A National Book Award and Pulitzer Prize finalist urges Americans to find new ways to think about terrorism and “deradicalizing” former violent extremists.
Power gives surprising answers to some of the knottiest moral, legal, and practical questions of the post–9/11 era: Why do people join terrorist groups? What do we owe former militants? What kinds of deradicalization will prevent recidivism? Drawing on globe-spanning interviews with sources ranging from lawyers and neurologists to former jihadis and their families, the author shows that violent extremists tend to lack the religious zealotry that Americans often ascribe to them. An expert on terrorist groups told her: “The reality is that by and large people don’t join for ideological reasons. They join for adventure, excitement, or camaraderie.” Many militants are also so young and gullible they are easy prey for the Islamic State group or other recruiters. In Britain, Power met with the mother of a slain 19-year-old who was so naïve when he joined IS that he called his mother from Syria to ask, “Mama, would it be okay if I rode on the commander’s motorbike?” In Pakistan, the author visited an acclaimed school that deradicalizes former Taliban soldiers, and in Jakarta, she spoke to an Indonesian man known as “the Terrorist Whisperer,” who helps ex-jihadis learn to give TED-style talks in the hope that their stories will deter others. Power’s exceptionally wide-ranging research persuaded her that Americans need to stop thinking about former militants in absolutist terms like “good and evil” and to take a more nuanced approach to fostering their deradicalization and preventing the backsliding that may occur during long imprisonments. Her argument may not sit well with those who—for religious, ideological, or other reasons—believe that evil exists and society benefits from acknowledging it, but this book is full of valuable insights into violent extremism.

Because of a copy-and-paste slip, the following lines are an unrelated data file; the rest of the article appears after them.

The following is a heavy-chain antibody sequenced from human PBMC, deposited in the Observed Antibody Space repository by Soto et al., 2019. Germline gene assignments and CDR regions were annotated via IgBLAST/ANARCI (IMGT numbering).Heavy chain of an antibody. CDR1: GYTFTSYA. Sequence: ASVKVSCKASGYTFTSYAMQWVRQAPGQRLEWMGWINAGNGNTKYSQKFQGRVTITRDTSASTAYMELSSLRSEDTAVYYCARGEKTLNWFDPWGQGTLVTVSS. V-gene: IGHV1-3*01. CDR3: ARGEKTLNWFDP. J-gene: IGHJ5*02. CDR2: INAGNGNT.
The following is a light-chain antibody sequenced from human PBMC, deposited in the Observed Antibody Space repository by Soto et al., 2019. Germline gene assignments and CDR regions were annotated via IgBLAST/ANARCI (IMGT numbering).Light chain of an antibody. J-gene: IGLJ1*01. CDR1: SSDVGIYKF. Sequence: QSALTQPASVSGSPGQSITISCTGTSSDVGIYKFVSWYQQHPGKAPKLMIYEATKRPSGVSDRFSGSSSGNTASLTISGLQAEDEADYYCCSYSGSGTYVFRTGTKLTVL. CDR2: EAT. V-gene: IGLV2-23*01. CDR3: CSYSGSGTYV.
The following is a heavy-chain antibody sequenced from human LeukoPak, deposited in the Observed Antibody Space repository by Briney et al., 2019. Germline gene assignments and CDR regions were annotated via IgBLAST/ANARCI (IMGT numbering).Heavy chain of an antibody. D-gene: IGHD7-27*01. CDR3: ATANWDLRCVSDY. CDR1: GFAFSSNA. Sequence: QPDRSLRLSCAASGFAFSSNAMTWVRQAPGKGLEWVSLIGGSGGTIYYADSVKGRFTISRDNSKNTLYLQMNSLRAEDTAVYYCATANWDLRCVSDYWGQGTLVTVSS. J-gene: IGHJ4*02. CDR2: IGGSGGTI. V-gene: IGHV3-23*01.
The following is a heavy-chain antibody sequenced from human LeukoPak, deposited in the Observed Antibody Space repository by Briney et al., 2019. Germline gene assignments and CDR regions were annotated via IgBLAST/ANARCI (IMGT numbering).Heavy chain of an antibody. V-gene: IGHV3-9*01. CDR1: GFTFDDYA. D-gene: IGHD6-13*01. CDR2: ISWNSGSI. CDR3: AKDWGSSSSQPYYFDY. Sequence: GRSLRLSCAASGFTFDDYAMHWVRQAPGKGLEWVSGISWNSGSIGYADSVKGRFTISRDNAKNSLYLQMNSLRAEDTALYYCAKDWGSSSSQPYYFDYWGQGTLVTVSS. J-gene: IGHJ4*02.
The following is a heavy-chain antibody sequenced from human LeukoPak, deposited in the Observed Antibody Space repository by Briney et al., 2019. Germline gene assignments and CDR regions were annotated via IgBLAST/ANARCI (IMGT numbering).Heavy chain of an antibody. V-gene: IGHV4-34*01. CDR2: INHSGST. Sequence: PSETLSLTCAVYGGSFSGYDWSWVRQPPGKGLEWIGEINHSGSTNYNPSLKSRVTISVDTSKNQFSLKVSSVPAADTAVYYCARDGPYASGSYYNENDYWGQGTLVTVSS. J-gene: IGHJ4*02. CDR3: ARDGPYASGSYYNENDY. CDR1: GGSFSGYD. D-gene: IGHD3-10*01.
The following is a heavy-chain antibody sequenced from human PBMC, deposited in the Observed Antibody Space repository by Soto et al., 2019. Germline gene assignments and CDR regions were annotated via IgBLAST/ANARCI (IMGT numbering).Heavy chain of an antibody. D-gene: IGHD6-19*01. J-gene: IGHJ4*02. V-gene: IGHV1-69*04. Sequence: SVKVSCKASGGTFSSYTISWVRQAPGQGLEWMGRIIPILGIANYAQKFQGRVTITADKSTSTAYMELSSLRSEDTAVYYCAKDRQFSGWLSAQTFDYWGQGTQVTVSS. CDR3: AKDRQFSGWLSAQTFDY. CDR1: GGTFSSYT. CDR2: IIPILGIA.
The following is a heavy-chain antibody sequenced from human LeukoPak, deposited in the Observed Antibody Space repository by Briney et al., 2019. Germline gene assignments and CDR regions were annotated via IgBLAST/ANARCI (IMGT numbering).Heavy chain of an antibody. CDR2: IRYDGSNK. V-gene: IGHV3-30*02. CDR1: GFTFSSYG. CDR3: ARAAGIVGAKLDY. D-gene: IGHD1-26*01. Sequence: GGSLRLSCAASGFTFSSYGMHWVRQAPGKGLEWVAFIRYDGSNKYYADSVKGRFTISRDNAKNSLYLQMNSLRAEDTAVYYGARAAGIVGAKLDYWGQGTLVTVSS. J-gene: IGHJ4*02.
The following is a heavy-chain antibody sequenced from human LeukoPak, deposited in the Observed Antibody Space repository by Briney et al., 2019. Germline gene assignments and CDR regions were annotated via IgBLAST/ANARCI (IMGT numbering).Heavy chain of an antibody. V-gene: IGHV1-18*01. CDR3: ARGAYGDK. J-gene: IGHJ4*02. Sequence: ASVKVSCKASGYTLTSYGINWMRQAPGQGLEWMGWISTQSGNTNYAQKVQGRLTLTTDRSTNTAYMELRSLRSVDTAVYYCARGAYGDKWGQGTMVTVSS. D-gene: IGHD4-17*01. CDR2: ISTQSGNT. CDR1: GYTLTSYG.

A provocative exploration of the appeal of terrorist groups and how to counter it effectively.